In just about every country that I talk to recruitment business owners, they tell me they are finding it difficult to hire great recruiters.
So inevitability, recruitment firms (and corporates too, I imagine) will relax their criteria, maybe train more newbies into the industry, and that is no bad thing.
The biggest cost to every recruitment firm is salaries, and the primary destroyer of profits is under-performing or failed recruiters. That is a fact.
So as the recruitment industry gains momentum, we all have to make sure we hire people who can bill consistently, who can learn, and who fit our culture.
The irony is that our industry is notorious for making bad hires. We don’t train that well either as a rule, and our own staff turnover is often a disgrace. Yet there is another problem, which might at first seem counter-intuitive.
When we make a bad hire, often we are slow to put it right. We hold on to under-performing people for too long.
Now please don’t misunderstand me. I don’t believe in ‘Hire and Fire’. Investing in people is the key. But even so there are sometimes early signs you have made a wrong hire and it’s not going to work.
I am not suggesting you let someone go if one or even all of these signs emerge, but it should set off alarms and trigger action. Because doing nothing is the one thing you should not do.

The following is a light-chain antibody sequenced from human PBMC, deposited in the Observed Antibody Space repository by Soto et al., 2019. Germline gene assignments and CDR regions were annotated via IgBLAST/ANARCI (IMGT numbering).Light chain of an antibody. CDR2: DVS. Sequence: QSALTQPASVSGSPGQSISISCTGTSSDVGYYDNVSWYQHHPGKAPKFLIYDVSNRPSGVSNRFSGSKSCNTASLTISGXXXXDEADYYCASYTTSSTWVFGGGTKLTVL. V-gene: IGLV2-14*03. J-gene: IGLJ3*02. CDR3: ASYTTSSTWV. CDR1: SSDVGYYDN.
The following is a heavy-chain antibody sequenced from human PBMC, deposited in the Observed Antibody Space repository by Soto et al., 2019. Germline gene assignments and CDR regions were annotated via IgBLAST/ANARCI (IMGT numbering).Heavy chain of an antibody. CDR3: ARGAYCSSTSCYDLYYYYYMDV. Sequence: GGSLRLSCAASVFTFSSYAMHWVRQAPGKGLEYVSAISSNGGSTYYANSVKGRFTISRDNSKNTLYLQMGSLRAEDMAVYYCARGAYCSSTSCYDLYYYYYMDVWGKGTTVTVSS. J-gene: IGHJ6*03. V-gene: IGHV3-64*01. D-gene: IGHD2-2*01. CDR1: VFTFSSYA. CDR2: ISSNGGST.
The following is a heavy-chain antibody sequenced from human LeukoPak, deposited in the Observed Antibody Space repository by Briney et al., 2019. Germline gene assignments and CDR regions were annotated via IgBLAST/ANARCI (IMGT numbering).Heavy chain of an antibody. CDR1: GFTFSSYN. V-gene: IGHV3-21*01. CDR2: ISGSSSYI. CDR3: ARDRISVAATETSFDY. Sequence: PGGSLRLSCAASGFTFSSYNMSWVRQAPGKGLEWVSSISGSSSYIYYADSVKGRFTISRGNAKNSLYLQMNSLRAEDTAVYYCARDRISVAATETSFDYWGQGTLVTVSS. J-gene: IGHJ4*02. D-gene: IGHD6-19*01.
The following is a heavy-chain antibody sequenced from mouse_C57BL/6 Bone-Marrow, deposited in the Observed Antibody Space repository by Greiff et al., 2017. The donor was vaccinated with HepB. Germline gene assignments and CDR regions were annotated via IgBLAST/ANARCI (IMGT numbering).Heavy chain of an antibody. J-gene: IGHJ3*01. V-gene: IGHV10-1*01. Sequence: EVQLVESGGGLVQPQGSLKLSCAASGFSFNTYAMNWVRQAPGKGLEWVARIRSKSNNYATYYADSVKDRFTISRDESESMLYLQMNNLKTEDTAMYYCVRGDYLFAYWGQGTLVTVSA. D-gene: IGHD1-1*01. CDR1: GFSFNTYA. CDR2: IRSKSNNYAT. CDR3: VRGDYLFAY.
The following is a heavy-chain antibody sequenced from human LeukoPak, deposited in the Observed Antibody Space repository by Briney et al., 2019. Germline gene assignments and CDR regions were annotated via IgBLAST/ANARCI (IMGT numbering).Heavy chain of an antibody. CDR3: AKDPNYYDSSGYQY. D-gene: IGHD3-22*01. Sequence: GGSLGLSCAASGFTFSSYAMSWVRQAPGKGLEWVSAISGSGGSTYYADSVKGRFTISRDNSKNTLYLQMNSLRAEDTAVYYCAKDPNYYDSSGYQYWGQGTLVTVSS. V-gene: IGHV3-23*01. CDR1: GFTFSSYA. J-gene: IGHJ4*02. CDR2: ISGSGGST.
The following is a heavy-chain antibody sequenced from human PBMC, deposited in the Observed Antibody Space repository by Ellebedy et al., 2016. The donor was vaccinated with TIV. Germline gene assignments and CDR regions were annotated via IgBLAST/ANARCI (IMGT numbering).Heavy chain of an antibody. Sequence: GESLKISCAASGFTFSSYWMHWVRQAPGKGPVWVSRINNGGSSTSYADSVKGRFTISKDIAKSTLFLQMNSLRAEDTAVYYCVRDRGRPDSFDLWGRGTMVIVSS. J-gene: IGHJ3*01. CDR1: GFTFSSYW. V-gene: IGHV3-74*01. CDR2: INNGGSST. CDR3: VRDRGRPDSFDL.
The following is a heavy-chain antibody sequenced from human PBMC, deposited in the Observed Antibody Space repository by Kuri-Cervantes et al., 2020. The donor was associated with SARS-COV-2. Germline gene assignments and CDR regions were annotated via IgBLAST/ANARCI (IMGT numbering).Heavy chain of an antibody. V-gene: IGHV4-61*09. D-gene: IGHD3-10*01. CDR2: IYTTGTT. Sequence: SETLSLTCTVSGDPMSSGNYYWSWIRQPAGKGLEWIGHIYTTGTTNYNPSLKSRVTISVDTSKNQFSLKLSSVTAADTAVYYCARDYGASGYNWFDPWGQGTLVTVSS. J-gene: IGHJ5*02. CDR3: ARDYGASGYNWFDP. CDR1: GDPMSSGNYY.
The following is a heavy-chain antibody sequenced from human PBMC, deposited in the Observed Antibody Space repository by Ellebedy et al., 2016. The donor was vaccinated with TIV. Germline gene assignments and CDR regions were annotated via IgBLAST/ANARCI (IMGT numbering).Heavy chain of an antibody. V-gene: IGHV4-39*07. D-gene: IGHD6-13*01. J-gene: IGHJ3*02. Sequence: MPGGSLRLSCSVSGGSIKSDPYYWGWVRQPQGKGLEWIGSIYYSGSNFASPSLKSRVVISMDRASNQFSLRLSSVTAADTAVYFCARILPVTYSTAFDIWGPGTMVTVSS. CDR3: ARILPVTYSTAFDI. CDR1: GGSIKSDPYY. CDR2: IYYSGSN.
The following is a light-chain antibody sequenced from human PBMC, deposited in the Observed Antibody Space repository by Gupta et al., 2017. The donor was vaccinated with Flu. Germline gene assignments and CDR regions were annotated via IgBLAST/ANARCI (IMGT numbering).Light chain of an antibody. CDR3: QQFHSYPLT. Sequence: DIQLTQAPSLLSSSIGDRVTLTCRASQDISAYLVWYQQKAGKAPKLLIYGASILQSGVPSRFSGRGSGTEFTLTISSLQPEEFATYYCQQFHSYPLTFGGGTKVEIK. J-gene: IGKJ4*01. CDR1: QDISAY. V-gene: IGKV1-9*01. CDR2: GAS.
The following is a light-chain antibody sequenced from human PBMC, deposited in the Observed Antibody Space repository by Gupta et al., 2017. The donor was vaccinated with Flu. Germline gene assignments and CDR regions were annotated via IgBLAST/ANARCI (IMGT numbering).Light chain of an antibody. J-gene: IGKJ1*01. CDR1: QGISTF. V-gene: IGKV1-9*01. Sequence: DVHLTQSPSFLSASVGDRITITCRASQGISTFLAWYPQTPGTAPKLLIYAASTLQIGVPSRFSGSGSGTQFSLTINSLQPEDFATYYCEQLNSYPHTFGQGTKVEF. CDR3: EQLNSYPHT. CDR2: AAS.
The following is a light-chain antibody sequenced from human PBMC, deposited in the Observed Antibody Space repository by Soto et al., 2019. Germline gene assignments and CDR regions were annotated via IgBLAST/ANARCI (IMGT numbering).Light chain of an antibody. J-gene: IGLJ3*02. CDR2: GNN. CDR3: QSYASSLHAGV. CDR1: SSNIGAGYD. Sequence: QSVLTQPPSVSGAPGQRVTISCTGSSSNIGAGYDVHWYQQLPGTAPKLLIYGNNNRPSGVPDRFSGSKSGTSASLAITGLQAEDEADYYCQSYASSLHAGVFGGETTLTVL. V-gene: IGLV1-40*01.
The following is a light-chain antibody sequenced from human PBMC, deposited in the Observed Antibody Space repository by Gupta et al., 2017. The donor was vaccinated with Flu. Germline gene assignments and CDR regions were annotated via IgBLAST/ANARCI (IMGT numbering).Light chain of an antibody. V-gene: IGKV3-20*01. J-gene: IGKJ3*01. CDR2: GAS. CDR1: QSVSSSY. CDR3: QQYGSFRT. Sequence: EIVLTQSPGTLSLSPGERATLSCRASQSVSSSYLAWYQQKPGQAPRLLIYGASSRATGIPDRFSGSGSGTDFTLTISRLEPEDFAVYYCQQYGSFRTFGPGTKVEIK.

- Slow learners. Intelligence is a much underestimated trait when it comes to recruiting. I always look for it when hiring. A newbie who is slow to learn, repeats mistakes and just does not ‘get things’ is a potential disaster. Proceed with caution.
- Unwilling learners. “Coachability “ is a key recruiter requirement in my opinion. Poor listeners, know-it-alls, and those who just can’t focus on learning different ways in their new environment, are likely to fail long-term.
- Social misfits. Seriously, sometimes in the first day I know I have made a bad hire. Not because they can’t recruit. But because they can’t fit in. Inappropriate jokes, over-familiarity, too loud or too quiet. Of course you have to take into account new-starter nerves, and often people settle in over time. But sometimes, you just KNOW…this is wrong!
- Late and lazy. I always see a red light flashing when the new recruiter starts coming in late in the first week, misses meetings, or does not follow up on simple, basic tasks you have given them. If that’s their “honeymoon” effort, just wait till a few months down the track!
- Lack of courage. Sounds strange talking about courage in a desk job. But, in fact, you do need to be brave in recruitment. Make that cold call. Tell that candidate they are not right for a job they really covet. Negotiate a fee. Lead a client meeting with your new boss in the room. I have noticed that new recruiters show their “courage colours” early. Don’t throw a raw newbie in the deep-end. That’s not right and unlikely to help. But they do need to be given little tasks, which involve doing tricky things. How they tackle those is a strong signal of their long term success.
Please use my tips with care. Every new recruiter will show some of these faults. But on the other hand if you see them in a rookie, hone in on it. Examine it. Test it. Counsel them on it.
And look for rapid improvement.
If improvement is not forthcoming, you may have a serious issue.
- Posted by Greg Savage
- On February 2, 2011
- 19 Comments